This week’s crop of your letters to The Buteman includes a thank-you message to all involved in the Stand Up To Cancer campaign on Bute, observations on the future of CalMac ferry services, a poetic tribute to the late Jenny Brown and more.
As ever, to add your views to the debate on any of the topics raised, or any subject of interest to Bute, drop an email to firstname.lastname@example.org by 5pm on Monday at the latest - though as always, the sooner we hear from you, the better are your chances of seeing your views in print.
Please keep your letters as brief as you can, and remember to include your name and address for publication. We also need a daytime contact phone number in case we need to check any details at short notice, though this will not be printed.
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Be careful what you wish for
I must confess to being more than bemused at Alan Reid’s comments on the CalMac tendering process.
He refers to Martin Dorchester, CalMac’s MD, who said that the Scottish Government should award the contract on the basis of quality rather than price.
That is precisely what is happening, and sadly for Mr Dorchester, when a parameter such as quality is applied Mr Dorchester’s personal and administrative performance is woeful. I would say to him: be careful what you wish for, because quality of service is not your forte!
Of course, win or lose the contract, Mr Dorchester will not leave empty-handed.
The crews of the vessels and the pier staff do a wonderful job. When my son became seriously ill on board MV Bute, the cafeteria crew and the senior deck staff got stuck in and gave much needed help to us and seemed genuinely embarrassed when I thanked them profusely.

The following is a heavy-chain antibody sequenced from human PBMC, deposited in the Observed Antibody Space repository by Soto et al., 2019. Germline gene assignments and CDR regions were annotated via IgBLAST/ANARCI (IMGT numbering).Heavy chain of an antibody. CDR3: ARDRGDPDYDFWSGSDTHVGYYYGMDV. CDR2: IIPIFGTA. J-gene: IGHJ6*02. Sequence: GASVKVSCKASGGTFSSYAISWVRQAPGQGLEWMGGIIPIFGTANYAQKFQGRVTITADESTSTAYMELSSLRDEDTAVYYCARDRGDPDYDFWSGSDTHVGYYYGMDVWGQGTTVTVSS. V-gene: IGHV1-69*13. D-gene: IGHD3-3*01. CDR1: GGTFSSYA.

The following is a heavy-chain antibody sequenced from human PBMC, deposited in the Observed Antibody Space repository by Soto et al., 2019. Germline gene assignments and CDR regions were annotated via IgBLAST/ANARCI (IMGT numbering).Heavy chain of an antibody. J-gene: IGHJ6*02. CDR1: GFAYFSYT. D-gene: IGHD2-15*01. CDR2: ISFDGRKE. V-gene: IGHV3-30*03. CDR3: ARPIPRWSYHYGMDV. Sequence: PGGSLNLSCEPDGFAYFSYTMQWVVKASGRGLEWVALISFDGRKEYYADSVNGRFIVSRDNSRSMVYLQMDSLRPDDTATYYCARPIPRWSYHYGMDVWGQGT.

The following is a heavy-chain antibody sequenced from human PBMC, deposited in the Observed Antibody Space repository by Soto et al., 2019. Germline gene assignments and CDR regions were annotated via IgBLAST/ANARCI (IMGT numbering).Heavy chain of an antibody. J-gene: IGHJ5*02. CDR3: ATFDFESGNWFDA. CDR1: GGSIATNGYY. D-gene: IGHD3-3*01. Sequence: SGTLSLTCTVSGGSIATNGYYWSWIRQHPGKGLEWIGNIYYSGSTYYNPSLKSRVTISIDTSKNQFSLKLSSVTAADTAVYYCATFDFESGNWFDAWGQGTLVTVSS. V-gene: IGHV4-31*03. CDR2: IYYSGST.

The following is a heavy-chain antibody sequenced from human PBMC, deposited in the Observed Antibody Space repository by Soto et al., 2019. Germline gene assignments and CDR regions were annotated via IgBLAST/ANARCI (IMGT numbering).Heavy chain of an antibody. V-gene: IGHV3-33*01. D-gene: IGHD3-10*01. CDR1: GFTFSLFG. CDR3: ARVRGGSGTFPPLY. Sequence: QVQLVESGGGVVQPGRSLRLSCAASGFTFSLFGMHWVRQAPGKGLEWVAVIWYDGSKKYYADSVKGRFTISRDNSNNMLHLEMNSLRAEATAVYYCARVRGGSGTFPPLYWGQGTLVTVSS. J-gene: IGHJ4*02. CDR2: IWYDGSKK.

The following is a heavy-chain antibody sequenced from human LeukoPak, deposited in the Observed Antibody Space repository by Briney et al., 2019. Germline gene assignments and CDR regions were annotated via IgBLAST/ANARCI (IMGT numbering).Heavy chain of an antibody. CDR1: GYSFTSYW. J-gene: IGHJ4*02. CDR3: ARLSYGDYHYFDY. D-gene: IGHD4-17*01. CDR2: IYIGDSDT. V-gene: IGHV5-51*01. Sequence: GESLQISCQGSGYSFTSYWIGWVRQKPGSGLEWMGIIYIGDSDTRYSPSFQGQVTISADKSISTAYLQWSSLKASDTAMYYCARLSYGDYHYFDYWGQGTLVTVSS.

And despite ill-informed comments about the navigational abilities of the deck officers expressed in The Buteman, their safety record is unsurpassed in the UK.
However, take a trip up to Gourock Pier and you enter a nether world of quill pens and candles. CalMac’s admin and management has not altered since the 1960s - or perhaps the 1930s.
They are arrogant, inefficient. incompetent and downright petty.
We, their poor victims, are a nuisance to them. I will shed no tears if the management and dozens of shiftless directors are dumped by Serco. Let them go and torture someone else. However, before they go, have them try to walk down that Gourock gangway during a 4.5 metre high tide with three weans and a bag of messages.
As Cromwell said, “You have sat too long for any good you have been doing lately...Depart, I say; and let us have done with you. In the name of God, go!”.
I have respect for Alan Reid: he was a good constituency MP, whose inappropriately slavish service to the Tories saw him soundly defeated by an outstanding SNP candidate, Brendan O’Hara.
Mr Reid is decent and kind. He is regrettably, foolish. He is foolish because amongst other things he wrote, “Of course, we are all critical of CalMac at times, but I would much rather try to influence a public monopoly than a private monopoly. For that reason it would be best if the contract stays with CalMac.” Sorry Alan, but you said the exact opposite about the Royal Mail - an organisation you have tried to privatise for years even before the coalition government. Which of your policies are we to believe?